• Haptic aesthetics of dress in the contemporary exhibition space

Gundry, Lucy, 2020, Thesis, Haptic aesthetics of dress in the contemporary exhibition space PhD thesis, Royal College of Art.

Abstract or Description:

The aim of this thesis is to explore how dress can be felt as though it is being worn when it is not worn in the contemporary exhibition space. In daily life, wearers touch, share space with and move in relation to others as ‘dressed bodies’. This creates a haptic and aesthetic understanding of how dress operates on the body and self, and it is these ‘haptic aesthetics’ which the viewer references in the exhibition space in order to feel touched by dress.

The thesis is divided into four chapters, each of which reveals different registers of this wearer-engagement, but crucially also the embodiment of dress itself: 1. Dress Sense. 2 Dress Space 3. Moving Dress 4. A Dress Voice. Focus on the relationship between dress, body and self in ‘Dress Sense’ reveals that a wearer’s consciousness can become embodied in dress. ‘Dress Space’ demonstrates that through the experience of being a wearer a viewer can not only inhabit their own dress, but also imagine inhabiting dress in the exhibition. ‘Moving Dress’ reveals that a kinaesthetic empathy can be felt between a viewer and dress in an exhibit when there is a degree of movement. ‘A Dress Voice’ highlights the way that dress can communicate through a particular mode: the haptic aesthetics of dress. When a viewer grasps the haptic aesthetics of dress, the effect is one of feeling touched by dress.

The study focuses on exhibitions in the UK, Europe and the United States in the last two decades, encompassing a contemporary phase in the history of the dress exhibition which has seen dress moving out of the vitrine. Theoretical texts drawn from phenomenology, ethnography, museology, fashion studies, haptics and aesthetics elucidate this relationship between the viewer and the dress exhibit. Empirical evidence is derived from personal visits to exhibitions, observation of viewers, original questionnaires and analysis of visitor data and recorded conversations with curators, designers and educators. In addition, a sensory, auto-ethnographic approach is used throughout the research to further record the experience as a representative female viewer. Not only is the female viewer typical in the dress exhibition; dress exhibits are also typically female. A female experience is gendered, yet is shared by all who are able to identify with the female point of view. This can cross boundaries of gender, age, status and culture.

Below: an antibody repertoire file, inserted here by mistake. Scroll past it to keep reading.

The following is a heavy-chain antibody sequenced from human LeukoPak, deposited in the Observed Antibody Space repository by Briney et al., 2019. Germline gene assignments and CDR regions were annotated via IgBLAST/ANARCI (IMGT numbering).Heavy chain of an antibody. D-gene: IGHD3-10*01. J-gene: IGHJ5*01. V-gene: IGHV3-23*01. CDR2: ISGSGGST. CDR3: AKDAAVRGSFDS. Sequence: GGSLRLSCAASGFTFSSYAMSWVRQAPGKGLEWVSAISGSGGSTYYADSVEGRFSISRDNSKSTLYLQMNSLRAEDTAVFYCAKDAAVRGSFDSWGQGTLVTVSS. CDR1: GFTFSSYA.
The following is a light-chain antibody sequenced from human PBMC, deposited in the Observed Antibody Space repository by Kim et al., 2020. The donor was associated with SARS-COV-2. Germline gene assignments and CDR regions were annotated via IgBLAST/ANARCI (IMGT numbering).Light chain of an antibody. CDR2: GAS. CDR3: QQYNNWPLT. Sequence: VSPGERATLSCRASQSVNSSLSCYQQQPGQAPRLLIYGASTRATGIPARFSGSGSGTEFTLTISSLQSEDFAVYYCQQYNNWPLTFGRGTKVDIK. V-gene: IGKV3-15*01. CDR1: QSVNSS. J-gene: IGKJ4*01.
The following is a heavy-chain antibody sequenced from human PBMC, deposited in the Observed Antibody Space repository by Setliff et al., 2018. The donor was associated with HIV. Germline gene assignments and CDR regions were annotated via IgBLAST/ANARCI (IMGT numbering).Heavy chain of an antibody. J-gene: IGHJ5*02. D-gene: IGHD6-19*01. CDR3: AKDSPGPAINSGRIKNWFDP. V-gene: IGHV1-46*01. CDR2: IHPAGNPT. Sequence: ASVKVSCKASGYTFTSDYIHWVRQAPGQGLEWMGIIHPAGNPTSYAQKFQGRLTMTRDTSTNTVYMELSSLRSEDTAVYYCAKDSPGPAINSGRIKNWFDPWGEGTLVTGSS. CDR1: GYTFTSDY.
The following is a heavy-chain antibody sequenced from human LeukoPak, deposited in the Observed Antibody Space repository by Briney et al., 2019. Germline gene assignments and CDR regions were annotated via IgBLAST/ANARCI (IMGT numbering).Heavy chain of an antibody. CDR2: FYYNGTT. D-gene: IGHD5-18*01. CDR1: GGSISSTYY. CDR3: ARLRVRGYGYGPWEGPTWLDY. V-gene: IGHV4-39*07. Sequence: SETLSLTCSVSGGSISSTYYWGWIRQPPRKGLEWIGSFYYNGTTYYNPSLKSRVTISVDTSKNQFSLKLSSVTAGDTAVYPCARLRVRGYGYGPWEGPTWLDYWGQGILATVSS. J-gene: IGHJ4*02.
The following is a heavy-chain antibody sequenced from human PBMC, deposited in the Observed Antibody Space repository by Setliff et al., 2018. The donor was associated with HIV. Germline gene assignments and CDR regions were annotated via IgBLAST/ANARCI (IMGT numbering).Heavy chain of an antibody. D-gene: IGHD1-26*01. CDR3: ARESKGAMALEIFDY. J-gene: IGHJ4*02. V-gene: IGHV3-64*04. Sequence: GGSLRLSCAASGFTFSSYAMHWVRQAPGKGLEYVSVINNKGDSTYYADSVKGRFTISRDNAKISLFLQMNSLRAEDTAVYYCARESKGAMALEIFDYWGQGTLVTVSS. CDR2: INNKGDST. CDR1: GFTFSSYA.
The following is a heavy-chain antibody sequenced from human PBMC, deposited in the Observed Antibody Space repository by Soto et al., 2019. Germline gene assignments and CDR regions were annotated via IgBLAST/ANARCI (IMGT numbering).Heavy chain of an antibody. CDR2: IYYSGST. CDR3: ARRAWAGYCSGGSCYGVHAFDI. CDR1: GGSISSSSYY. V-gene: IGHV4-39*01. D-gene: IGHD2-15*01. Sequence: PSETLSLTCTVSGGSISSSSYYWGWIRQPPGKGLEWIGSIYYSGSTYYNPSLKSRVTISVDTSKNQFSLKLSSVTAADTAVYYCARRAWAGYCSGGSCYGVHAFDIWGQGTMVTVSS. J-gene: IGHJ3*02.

From academic research in design history, textile, fashion and dress theory, and the application of haptic pedagogy, knowledge is drawn together to form a theoretical understanding of haptic aesthetics. A haptic sensibility developed through practice in textile art and dress construction, together with professional work in costume for moving image, contributes to a practical understanding of haptic aesthetics as applicable to dress. Further academic research into the contemporary curation of dress has revealed the issue of liveliness, which underpins the line of enquiry in this research.

The originality of this study lies in offering an understanding of how dress is enlivened in exhibition contexts through the application of haptic aesthetics. The thesis therefore offers a contribution to the future study of the relationship between dress, body and self in contexts where not-worn dress is viewed but not touched.

Qualification Name: PhD
Subjects: Creative Arts and Design > W200 Design studies > W230 Clothing/Fashion Design
School or Centre: School of Arts & Humanities
Date Deposited: 18 Dec 2020 10:36
Last Modified: 18 Dec 2020 10:36
URI: https://researchonline.rca.ac.uk/id/eprint/4640
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